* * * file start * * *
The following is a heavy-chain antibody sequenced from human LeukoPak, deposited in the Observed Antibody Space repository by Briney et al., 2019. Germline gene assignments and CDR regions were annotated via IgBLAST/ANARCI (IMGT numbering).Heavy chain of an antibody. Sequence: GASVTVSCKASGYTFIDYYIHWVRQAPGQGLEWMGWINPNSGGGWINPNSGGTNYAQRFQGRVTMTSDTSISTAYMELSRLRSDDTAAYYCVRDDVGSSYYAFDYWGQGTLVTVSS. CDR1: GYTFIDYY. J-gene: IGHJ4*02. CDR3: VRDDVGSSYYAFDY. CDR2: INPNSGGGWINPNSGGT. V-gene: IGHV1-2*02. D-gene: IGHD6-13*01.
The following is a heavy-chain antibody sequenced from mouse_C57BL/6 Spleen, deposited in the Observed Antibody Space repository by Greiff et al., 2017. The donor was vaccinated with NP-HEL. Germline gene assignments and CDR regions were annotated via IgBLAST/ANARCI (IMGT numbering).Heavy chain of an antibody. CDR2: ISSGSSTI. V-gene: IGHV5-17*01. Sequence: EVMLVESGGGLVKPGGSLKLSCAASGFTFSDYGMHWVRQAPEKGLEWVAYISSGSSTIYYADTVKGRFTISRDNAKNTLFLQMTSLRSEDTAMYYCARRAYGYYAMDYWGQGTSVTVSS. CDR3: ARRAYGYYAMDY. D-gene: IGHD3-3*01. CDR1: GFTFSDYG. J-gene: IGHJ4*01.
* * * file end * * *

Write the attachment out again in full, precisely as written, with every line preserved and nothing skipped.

The following is a heavy-chain antibody sequenced from human LeukoPak, deposited in the Observed Antibody Space repository by Briney et al., 2019. Germline gene assignments and CDR regions were annotated via IgBLAST/ANARCI (IMGT numbering).Heavy chain of an antibody. Sequence: GASVTVSCKASGYTFIDYYIHWVRQAPGQGLEWMGWINPNSGGGWINPNSGGTNYAQRFQGRVTMTSDTSISTAYMELSRLRSDDTAAYYCVRDDVGSSYYAFDYWGQGTLVTVSS. CDR1: GYTFIDYY. J-gene: IGHJ4*02. CDR3: VRDDVGSSYYAFDY. CDR2: INPNSGGGWINPNSGGT. V-gene: IGHV1-2*02. D-gene: IGHD6-13*01.
The following is a heavy-chain antibody sequenced from mouse_C57BL/6 Spleen, deposited in the Observed Antibody Space repository by Greiff et al., 2017. The donor was vaccinated with NP-HEL. Germline gene assignments and CDR regions were annotated via IgBLAST/ANARCI (IMGT numbering).Heavy chain of an antibody. CDR2: ISSGSSTI. V-gene: IGHV5-17*01. Sequence: EVMLVESGGGLVKPGGSLKLSCAASGFTFSDYGMHWVRQAPEKGLEWVAYISSGSSTIYYADTVKGRFTISRDNAKNTLFLQMTSLRSEDTAMYYCARRAYGYYAMDYWGQGTSVTVSS. CDR3: ARRAYGYYAMDY. D-gene: IGHD3-3*01. CDR1: GFTFSDYG. J-gene: IGHJ4*01.